Banks and Steelz, are an unlikely coming together of worlds. The duo are made up of post-punk/rock singer Paul Banks of Interpol fame, and Wu Tang Clan’s own RZA; the album carries the same sort of intension as the Jay Z/Lincoln Park collaboration ‘Collision Course’ in that it sees a marrying of indie rock and hip-hop sounds.
However, this is most certainly not a mash up record; it is an original full length album which includes big guest names such as Florence Welsch (Florence and the Machine) and Ghostface Killa. RZA has been spending a lot of time collaborating recently, however this Banks/Steelz partnership has been going strong since 2013, when the pair started making music together as a casual project. Incidentally GIGsoup recently caught up with American Rockers Faulkner about their own collaborator project with RZA, check out that interview here.
‘Anything But Words’ has been a long time coming and is a unique listen. You see hints of the two artist’s influences just about shining through on each track, only to then blend seamlessly with elements that don’t really conventionally fit in anywhere. There is a strong electronic sound to the album too, which helps to mix in a little variety in with Bank’s post-rock melodies.
Opener ‘Giants’ sets up the album with a real sense of pace. Its arpeggiated synths give the impression of an 80s dance track, whilst RZA’s aggressive and old school vocal flow bring focus of the track right back into the lyrics in the classic style of Wu-Tang Clan era gangster rap. Bank’s vocals however, never feel like the main event on the album, they feel like a filler. An obvious comparison would be the function of Chester Bennington’s vocals in ‘Encore’ on Collision Course. Jay Z’s powerful vocals and fast flow were always the main event here, and the same is true for the vast majority of tracks on ‘Anything But Words’.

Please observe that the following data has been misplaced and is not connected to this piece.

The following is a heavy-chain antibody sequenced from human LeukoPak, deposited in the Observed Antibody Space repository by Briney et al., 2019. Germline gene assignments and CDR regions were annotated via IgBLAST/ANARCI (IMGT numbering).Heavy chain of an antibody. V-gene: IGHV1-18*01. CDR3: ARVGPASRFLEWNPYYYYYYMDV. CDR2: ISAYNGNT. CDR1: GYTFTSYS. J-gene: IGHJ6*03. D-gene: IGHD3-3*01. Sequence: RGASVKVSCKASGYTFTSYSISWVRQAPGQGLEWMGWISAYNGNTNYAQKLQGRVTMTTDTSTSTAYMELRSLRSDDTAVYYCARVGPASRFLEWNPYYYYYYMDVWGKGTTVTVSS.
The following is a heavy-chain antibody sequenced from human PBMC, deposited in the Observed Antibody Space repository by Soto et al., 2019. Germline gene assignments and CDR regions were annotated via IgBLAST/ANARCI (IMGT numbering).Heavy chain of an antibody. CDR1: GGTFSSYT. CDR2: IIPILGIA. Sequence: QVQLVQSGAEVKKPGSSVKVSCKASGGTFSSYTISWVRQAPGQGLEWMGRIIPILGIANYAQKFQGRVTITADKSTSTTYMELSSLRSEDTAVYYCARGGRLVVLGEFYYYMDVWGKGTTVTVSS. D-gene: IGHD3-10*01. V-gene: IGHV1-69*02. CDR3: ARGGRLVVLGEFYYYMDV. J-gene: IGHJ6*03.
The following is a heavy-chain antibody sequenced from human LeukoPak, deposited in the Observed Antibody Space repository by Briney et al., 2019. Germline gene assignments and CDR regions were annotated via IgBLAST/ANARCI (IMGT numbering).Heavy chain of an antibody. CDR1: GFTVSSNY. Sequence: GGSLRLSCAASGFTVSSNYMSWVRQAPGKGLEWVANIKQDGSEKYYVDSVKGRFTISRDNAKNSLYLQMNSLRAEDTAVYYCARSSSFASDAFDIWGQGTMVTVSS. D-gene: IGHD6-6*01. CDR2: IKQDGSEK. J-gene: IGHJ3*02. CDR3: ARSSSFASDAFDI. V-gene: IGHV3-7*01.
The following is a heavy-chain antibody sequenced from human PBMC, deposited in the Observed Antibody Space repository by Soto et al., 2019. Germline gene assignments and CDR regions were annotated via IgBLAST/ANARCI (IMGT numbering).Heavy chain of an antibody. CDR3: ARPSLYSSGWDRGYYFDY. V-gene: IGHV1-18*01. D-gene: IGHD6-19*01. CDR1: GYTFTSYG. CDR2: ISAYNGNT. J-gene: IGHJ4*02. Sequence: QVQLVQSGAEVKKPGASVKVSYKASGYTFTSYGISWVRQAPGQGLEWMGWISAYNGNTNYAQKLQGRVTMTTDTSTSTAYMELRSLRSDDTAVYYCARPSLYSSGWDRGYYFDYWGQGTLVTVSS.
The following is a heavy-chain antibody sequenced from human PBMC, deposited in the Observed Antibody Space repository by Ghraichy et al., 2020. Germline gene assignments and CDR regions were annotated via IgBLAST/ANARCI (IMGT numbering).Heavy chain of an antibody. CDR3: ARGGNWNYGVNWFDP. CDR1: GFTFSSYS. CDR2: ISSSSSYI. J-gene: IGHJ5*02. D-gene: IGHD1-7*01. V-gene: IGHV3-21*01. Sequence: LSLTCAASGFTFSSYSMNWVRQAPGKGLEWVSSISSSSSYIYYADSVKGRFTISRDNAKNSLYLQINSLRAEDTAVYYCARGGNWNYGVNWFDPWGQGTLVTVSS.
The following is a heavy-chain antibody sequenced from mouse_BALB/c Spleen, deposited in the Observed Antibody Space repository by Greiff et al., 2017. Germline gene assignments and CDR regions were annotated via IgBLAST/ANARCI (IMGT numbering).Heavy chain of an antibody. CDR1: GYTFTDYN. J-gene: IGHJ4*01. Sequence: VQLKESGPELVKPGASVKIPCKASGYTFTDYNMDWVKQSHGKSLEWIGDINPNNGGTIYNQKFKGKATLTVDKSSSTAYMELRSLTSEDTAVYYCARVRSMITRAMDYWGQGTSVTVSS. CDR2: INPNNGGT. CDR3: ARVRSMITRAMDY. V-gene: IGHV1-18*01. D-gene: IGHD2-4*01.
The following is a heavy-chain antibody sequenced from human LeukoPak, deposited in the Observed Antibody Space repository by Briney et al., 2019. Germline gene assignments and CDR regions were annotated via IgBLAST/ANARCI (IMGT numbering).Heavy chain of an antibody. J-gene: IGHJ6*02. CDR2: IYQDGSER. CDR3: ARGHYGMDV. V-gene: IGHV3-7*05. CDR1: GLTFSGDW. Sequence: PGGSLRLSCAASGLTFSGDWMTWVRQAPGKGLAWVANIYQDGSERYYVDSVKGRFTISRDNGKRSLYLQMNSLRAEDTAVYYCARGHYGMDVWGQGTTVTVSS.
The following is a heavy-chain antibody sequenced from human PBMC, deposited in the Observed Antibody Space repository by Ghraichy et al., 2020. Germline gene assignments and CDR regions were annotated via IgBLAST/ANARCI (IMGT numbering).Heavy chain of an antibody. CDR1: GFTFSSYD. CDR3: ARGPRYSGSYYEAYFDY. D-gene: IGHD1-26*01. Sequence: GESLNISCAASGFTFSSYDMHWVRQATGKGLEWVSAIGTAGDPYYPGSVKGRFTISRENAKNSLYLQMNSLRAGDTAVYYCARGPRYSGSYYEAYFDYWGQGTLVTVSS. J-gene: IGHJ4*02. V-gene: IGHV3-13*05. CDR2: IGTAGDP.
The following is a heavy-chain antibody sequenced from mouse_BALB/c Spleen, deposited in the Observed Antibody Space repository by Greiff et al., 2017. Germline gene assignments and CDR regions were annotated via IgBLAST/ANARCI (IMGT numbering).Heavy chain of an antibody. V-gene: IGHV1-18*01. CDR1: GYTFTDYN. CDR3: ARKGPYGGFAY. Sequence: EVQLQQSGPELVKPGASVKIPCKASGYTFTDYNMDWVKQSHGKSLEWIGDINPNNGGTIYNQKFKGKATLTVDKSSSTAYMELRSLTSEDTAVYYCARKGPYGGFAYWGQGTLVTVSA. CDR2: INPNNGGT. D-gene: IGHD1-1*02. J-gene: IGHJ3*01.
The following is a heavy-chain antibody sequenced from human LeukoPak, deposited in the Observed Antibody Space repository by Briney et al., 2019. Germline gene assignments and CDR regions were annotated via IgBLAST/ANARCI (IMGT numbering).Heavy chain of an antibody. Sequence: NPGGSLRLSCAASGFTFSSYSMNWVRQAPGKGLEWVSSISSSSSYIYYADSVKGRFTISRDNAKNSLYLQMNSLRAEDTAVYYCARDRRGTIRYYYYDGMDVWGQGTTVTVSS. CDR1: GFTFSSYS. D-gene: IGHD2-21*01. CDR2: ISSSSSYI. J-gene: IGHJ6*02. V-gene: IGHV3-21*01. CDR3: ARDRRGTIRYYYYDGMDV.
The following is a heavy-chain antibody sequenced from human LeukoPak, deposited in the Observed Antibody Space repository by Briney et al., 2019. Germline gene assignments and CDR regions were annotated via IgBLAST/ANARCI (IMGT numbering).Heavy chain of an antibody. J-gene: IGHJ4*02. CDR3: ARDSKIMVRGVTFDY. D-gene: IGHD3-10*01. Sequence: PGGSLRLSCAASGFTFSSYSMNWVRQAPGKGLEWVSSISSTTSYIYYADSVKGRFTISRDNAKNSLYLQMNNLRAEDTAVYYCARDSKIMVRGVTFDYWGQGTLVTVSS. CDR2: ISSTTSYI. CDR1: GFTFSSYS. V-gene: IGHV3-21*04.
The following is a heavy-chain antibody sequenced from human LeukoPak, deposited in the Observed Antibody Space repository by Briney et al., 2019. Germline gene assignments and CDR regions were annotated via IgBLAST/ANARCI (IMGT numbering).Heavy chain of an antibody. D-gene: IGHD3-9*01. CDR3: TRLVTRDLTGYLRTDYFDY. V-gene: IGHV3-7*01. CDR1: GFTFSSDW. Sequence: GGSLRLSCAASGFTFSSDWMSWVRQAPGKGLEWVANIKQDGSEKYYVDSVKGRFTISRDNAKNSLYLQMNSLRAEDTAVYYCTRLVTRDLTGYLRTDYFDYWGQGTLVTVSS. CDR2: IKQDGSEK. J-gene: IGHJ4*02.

Title track ‘Anything But Words’ takes down the tempo and is guided along gently by Bank’s baritone vocals. Again, there are some unconventional drum lines and percussion sounds going on here, which blend together with indie-rock influences to create something a little bit different. ‘Love and War’ featuring Ghostface Killa is by far the most impressive track on the album, with appealing Maraichi style horns and its catchy vocal line “if all is fair in love and war, then what are we keeping score for?”
Overall, ‘Anything But Words’ is worth a listen and is unique in its marrying of many genre’s and influences. However it fails to pack a Collision Course style punch, even if that was not its original intension.
This Banks and Steelz article was written by Zoe Anderson, a GIGsoup contributor